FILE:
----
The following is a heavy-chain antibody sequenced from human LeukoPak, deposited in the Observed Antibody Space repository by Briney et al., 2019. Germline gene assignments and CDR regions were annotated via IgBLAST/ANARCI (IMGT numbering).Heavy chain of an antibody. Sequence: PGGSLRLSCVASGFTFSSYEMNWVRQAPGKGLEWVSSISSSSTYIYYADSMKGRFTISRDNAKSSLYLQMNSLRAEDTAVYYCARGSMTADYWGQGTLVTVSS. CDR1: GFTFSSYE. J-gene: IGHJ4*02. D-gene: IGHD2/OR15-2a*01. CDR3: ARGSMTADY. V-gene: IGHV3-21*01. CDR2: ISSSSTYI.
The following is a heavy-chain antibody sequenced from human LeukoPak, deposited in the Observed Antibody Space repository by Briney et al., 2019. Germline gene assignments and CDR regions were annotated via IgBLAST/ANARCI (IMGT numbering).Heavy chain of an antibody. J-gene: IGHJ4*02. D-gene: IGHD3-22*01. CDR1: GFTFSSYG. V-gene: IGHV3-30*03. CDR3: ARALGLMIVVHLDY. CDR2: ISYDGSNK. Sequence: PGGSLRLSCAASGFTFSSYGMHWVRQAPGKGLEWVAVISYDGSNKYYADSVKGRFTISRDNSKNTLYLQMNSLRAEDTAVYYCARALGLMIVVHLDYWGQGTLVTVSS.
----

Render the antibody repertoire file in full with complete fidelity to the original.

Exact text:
The following is a heavy-chain antibody sequenced from human LeukoPak, deposited in the Observed Antibody Space repository by Briney et al., 2019. Germline gene assignments and CDR regions were annotated via IgBLAST/ANARCI (IMGT numbering).Heavy chain of an antibody. Sequence: PGGSLRLSCVASGFTFSSYEMNWVRQAPGKGLEWVSSISSSSTYIYYADSMKGRFTISRDNAKSSLYLQMNSLRAEDTAVYYCARGSMTADYWGQGTLVTVSS. CDR1: GFTFSSYE. J-gene: IGHJ4*02. D-gene: IGHD2/OR15-2a*01. CDR3: ARGSMTADY. V-gene: IGHV3-21*01. CDR2: ISSSSTYI.
The following is a heavy-chain antibody sequenced from human LeukoPak, deposited in the Observed Antibody Space repository by Briney et al., 2019. Germline gene assignments and CDR regions were annotated via IgBLAST/ANARCI (IMGT numbering).Heavy chain of an antibody. J-gene: IGHJ4*02. D-gene: IGHD3-22*01. CDR1: GFTFSSYG. V-gene: IGHV3-30*03. CDR3: ARALGLMIVVHLDY. CDR2: ISYDGSNK. Sequence: PGGSLRLSCAASGFTFSSYGMHWVRQAPGKGLEWVAVISYDGSNKYYADSVKGRFTISRDNSKNTLYLQMNSLRAEDTAVYYCARALGLMIVVHLDYWGQGTLVTVSS.